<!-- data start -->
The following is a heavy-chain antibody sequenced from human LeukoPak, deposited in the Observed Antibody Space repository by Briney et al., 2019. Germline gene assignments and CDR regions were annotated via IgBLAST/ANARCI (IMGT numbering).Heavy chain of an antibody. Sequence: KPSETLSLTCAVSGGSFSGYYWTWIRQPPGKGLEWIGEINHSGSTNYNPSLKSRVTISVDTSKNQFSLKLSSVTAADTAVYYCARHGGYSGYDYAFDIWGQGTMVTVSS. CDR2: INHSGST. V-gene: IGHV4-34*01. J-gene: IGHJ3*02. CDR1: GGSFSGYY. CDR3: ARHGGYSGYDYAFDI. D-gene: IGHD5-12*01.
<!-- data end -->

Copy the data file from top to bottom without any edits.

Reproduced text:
The following is a heavy-chain antibody sequenced from human LeukoPak, deposited in the Observed Antibody Space repository by Briney et al., 2019. Germline gene assignments and CDR regions were annotated via IgBLAST/ANARCI (IMGT numbering).Heavy chain of an antibody. Sequence: KPSETLSLTCAVSGGSFSGYYWTWIRQPPGKGLEWIGEINHSGSTNYNPSLKSRVTISVDTSKNQFSLKLSSVTAADTAVYYCARHGGYSGYDYAFDIWGQGTMVTVSS. CDR2: INHSGST. V-gene: IGHV4-34*01. J-gene: IGHJ3*02. CDR1: GGSFSGYY. CDR3: ARHGGYSGYDYAFDI. D-gene: IGHD5-12*01.